But according to his own stupefying rhetoric, it’s the players who are holding football captive. Just listen to his campaign slogan.
“I didn’t spend $1.2 billion to build a stadium and not have the Cowboys playing football in it this year,” Jones recently said, with a jingle-jangle of his Jimmy Choo spurs.
Here, Jones paints himself as a pure-hearted entrepreneur who is simply trying to run his business. How quaint. How downright American. The only problem is that Jones didn’t spend $1.2 billion to built his glorified theme park. Taxpayers bared a significant portion of the burden for fear of their team being moved to San Antonio.
Roger Goodell’s favorite buzzword during this whole charade has been “unsustainable.” In other words, the NFL owners do not believe that they will be able to exist under the current system. The owners don’t want to pay unproven rookies $50 million in guaranteed money, and they don’t want to pay for their own stadiums where they’ll sell $100 parking spaces and $9 hot dogs, and they especially don’t want to give the players their fair share of the sickening $4 billion booty in television contracts.
It’s time for us all to tighten our belts, Goodell says. And yet the commissioner’s insincere call for sensibility comes right on the heels of a Super Bowl played in the league’s shiny new monument: Cowboy Stadium. The one with the $40 million Jumbotron that’s so audaciously big it blocks punts. The one funded by handouts.
Let’s tighten our belts? Here’s a start: How about we stop building One. Billion. Dollar. Stadiums? Heinz Field cost only $281 million to build. It’s a cathedral amongst mega-churches. Who cries poor and then goes out and buys a 160-foot TV screen?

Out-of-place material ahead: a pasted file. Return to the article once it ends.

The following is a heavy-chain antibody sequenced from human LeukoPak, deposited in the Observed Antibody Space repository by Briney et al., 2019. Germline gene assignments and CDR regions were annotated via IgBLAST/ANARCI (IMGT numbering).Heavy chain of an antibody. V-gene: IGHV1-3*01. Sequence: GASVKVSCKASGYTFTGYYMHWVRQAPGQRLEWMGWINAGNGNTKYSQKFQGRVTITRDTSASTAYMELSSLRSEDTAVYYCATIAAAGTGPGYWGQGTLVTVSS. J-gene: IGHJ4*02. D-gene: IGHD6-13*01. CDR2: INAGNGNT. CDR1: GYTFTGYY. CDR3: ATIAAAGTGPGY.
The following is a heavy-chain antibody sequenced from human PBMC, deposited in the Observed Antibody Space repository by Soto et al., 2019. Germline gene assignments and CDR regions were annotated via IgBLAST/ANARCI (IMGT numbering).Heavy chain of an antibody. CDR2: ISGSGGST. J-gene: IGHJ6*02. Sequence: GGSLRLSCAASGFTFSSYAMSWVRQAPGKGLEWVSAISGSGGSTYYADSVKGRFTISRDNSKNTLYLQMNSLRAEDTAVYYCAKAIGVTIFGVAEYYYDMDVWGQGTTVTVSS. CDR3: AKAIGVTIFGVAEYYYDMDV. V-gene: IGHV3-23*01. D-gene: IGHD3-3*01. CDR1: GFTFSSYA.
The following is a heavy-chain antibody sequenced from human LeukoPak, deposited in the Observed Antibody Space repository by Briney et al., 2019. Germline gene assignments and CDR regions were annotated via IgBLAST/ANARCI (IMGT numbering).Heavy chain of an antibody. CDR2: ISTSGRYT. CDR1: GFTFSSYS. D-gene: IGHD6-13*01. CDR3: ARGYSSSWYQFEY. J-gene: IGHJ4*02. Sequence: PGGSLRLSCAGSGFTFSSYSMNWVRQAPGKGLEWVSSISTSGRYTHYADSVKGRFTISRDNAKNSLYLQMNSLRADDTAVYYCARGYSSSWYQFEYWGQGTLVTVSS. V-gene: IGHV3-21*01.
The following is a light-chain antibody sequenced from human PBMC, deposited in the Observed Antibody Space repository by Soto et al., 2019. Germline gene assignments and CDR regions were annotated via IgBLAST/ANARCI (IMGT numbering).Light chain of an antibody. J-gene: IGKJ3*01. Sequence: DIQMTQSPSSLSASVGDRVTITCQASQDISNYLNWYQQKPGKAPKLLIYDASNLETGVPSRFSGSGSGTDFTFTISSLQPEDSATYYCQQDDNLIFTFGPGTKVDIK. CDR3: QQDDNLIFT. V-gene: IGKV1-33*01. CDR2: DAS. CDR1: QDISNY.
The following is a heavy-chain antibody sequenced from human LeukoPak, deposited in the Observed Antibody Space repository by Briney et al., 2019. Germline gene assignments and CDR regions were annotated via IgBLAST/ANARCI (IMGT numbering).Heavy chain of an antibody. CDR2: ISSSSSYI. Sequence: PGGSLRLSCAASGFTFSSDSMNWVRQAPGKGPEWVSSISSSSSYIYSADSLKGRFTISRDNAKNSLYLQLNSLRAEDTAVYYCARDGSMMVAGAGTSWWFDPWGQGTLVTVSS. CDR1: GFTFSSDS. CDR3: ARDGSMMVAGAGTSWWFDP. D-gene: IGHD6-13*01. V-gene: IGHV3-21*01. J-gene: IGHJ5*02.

Apparently, Goodell and his cronies believe that charity begins at home.
"I got Stetsons made of Benjamins, yaw’ll."
Those misguided fans that are in the owners’ corner like to cite a shocking statistic: According to a study published in Sports Illustrated in 2009, 78 percent of NFL players are either bankrupt, divorced or unemployed within two years of ending their career.
In their minds of the naysayers, this stat is evidence that NFL players can’t manage their money, or their relationships, or their careers. It’s proof that they’re the bad guys. Nevermind the horrific toll the game takes on their minds, bodies and families, now backed up by hard science. And nevermind the fact that the last part of the sentence, "unemployed," is a bit of a head-scratcher. Would players want to be unemployed? Isn’t that called retirement?
The surface-level implication is that players deserve less, not more. The more subversive, disturbing suggestion is that they’re rightful pawns. They’re disposable gladiators for the HD-era. Even worse, they’re malevolent tycoons. A new-money black-hole waiting to implode.
Tell that to LaMarr Woodley, who lead the Steelers to two Super Bowls while making $500k a year, who refused to hold out for a payday, and who put on free football camps for kids, started his own charity, and drove through the night after a crushing loss to the Chiefs in order to deliver turkeys to needy families at Thanksgiving.
Sure, Woodley deserves less.
Or tell that to Troy Polamalu, who spent seemingly every waking moment the past few off-seasons either in class finishing up his degree at USC, or making life a bit more pleasant for sick kids and disabled Veterans through his various foundations.
Sure, Polamalu deserves less. Give more of his share to Mr. Jones, owner of a Gulfstream Aerospace G-5 private jet.
Or tell that to Baron Batch, the Steelers’ seventh-round draft pick out of Texas Tech—the miracle kid who came from nothing, who grew up sleeping on the floor next to a space heater, who spent his middle school days playing Dad to his younger siblings after his mother passed away, who spent his college days starting a charity for the displaced children of Haiti, who wants to give them all homes if he makes it big in the NFL.
Only he probably won’t, because the lockout is threatening any chance the long-shot has of making an impression in training camp. Because there probably won’t be one. Just an empty field in Latrobe.
Because Baron Batch deserves less. At least that’s what the owners believe.
And if you believe that, too, well then Jerry Jones has a $9 hot dog he’d like to sell you.
I hope some time this summer Dan Rooney sits down with Jerry and his robber-baron cohorts and gives them a dose of something that money can’t buy. Common sense.